Quote of the Day

Today’s Quote of the Day is from page 77 from the 1973 reissue of Richard Schlatter’s 1951 book Property Rights: The History of an Idea (link unavailable):

It is a commonplace of intellectual history that each age must find new arguments to justify and defend its interests even though the interests themselves remain the same.

Indeed so.  You won’t read anything particularly groundbreaking in this blog, or many other economic books and blogs.  You’ll see economic analysis applied to new problems (or old problems), but the conversations are very much the same the ancient Greeks had.  Since Day 1, humans have faced the economic problem and have developed with varying institutions to deal with the problem, but century after century, age after age, the institutions have been attacked and defended.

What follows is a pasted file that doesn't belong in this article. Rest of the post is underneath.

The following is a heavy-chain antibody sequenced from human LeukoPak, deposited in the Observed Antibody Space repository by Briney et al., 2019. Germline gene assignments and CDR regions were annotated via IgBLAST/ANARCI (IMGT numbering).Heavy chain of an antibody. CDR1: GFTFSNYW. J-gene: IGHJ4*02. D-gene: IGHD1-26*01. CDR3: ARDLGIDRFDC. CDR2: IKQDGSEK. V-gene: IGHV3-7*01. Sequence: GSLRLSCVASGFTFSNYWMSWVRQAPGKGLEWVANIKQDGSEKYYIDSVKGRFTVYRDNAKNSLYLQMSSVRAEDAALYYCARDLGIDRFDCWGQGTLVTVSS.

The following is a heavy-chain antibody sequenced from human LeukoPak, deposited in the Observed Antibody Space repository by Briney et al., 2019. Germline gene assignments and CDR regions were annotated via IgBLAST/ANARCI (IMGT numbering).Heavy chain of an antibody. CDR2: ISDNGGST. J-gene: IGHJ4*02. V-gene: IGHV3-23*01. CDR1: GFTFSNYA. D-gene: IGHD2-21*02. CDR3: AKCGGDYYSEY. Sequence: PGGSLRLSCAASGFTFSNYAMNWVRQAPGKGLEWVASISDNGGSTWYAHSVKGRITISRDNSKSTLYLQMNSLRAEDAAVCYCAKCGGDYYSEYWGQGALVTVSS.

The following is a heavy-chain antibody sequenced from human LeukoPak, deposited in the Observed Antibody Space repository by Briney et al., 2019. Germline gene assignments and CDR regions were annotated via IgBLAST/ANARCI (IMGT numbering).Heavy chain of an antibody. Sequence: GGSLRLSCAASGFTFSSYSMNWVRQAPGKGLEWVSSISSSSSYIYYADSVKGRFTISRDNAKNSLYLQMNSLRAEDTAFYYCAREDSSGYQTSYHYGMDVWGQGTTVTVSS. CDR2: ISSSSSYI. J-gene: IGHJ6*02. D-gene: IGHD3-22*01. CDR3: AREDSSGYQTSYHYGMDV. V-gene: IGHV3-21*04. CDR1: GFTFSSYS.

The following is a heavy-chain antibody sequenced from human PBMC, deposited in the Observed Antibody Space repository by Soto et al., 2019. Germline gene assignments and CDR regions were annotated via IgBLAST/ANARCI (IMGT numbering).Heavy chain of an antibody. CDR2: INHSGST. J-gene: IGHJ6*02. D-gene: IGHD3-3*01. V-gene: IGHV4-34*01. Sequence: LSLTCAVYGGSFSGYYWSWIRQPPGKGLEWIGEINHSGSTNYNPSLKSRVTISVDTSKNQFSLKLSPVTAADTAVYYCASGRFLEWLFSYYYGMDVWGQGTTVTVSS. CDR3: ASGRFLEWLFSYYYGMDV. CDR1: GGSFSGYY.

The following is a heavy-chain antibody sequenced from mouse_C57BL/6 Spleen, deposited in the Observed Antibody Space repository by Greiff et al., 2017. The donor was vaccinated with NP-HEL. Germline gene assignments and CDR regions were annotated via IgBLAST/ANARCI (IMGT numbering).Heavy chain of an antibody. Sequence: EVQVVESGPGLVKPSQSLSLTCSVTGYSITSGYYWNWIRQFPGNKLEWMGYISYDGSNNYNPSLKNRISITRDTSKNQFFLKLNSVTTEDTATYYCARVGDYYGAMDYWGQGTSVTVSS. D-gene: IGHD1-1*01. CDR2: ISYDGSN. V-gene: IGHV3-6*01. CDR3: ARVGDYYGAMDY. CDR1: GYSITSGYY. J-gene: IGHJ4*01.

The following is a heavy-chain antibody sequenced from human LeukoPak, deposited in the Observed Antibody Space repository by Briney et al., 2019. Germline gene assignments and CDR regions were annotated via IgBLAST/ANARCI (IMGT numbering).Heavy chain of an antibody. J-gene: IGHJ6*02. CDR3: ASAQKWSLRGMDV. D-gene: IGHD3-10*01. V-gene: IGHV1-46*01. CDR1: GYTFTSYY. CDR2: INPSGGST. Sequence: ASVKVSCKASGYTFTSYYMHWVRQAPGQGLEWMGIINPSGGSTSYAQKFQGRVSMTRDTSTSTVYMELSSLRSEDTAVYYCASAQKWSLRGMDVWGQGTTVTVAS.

The words I say here are not much different from the men who have come before me, men like Milton Friedman, Adam Smith, David Ricardo, Harold Demsetz, Armen Alchian, Walter Williams, Frederic Bastiat, or John Locke.  That is because, in many ways, we are still having the same conversations as they did.  And I imagine these conversations will persist long after I am dead.

2 thoughts on “Quote of the Day

  1. Yep. The age old question of whether man is a slave who must be ruled by an elite or is an individual with natural rights that must be respected by others.

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    • As Rand put it in “Conservativism: An Obituary” (CUI, Chapter 19):

      “The world conflict of today is the conflict of the individual against the state, the same conflict that has been fought throughout mankind’s history. The names change, but the essence—and the results—remain the same, whether it is the individual against feudalism, or against absolute monarchy, or against communism or fascism or Nazism or socialism or the welfare state.”

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